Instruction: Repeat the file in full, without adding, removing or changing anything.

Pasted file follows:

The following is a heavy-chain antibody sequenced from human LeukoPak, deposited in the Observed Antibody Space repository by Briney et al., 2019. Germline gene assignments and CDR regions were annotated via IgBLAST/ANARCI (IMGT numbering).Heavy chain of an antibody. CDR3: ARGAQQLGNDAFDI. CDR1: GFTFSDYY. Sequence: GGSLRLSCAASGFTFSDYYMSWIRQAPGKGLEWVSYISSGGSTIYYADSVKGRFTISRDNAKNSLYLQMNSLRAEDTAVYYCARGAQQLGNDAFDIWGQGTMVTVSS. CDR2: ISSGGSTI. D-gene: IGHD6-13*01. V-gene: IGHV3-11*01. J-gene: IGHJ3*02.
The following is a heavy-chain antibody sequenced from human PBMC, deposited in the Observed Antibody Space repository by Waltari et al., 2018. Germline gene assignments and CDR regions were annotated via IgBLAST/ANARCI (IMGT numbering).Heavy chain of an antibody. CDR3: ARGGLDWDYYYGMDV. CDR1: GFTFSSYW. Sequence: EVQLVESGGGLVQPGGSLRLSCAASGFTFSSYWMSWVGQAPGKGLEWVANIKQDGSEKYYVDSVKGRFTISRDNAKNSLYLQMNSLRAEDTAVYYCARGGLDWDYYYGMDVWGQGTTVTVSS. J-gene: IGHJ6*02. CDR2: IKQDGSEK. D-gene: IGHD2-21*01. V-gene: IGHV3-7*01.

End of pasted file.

The following is a heavy-chain antibody sequenced from human LeukoPak, deposited in the Observed Antibody Space repository by Briney et al., 2019. Germline gene assignments and CDR regions were annotated via IgBLAST/ANARCI (IMGT numbering).Heavy chain of an antibody. CDR3: ARGAQQLGNDAFDI. CDR1: GFTFSDYY. Sequence: GGSLRLSCAASGFTFSDYYMSWIRQAPGKGLEWVSYISSGGSTIYYADSVKGRFTISRDNAKNSLYLQMNSLRAEDTAVYYCARGAQQLGNDAFDIWGQGTMVTVSS. CDR2: ISSGGSTI. D-gene: IGHD6-13*01. V-gene: IGHV3-11*01. J-gene: IGHJ3*02.
The following is a heavy-chain antibody sequenced from human PBMC, deposited in the Observed Antibody Space repository by Waltari et al., 2018. Germline gene assignments and CDR regions were annotated via IgBLAST/ANARCI (IMGT numbering).Heavy chain of an antibody. CDR3: ARGGLDWDYYYGMDV. CDR1: GFTFSSYW. Sequence: EVQLVESGGGLVQPGGSLRLSCAASGFTFSSYWMSWVGQAPGKGLEWVANIKQDGSEKYYVDSVKGRFTISRDNAKNSLYLQMNSLRAEDTAVYYCARGGLDWDYYYGMDVWGQGTTVTVSS. J-gene: IGHJ6*02. CDR2: IKQDGSEK. D-gene: IGHD2-21*01. V-gene: IGHV3-7*01.